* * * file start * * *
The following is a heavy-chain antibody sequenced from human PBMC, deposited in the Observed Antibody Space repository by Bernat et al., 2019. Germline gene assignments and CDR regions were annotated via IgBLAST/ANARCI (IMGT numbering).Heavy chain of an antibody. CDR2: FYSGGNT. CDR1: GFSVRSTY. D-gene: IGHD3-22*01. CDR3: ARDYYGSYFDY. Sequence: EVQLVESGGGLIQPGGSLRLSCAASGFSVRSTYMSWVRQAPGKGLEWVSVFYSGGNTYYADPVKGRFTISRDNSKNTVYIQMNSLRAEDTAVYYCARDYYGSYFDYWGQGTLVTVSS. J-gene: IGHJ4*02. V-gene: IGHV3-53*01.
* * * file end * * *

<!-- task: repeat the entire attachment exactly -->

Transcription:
The following is a heavy-chain antibody sequenced from human PBMC, deposited in the Observed Antibody Space repository by Bernat et al., 2019. Germline gene assignments and CDR regions were annotated via IgBLAST/ANARCI (IMGT numbering).Heavy chain of an antibody. CDR2: FYSGGNT. CDR1: GFSVRSTY. D-gene: IGHD3-22*01. CDR3: ARDYYGSYFDY. Sequence: EVQLVESGGGLIQPGGSLRLSCAASGFSVRSTYMSWVRQAPGKGLEWVSVFYSGGNTYYADPVKGRFTISRDNSKNTVYIQMNSLRAEDTAVYYCARDYYGSYFDYWGQGTLVTVSS. J-gene: IGHJ4*02. V-gene: IGHV3-53*01.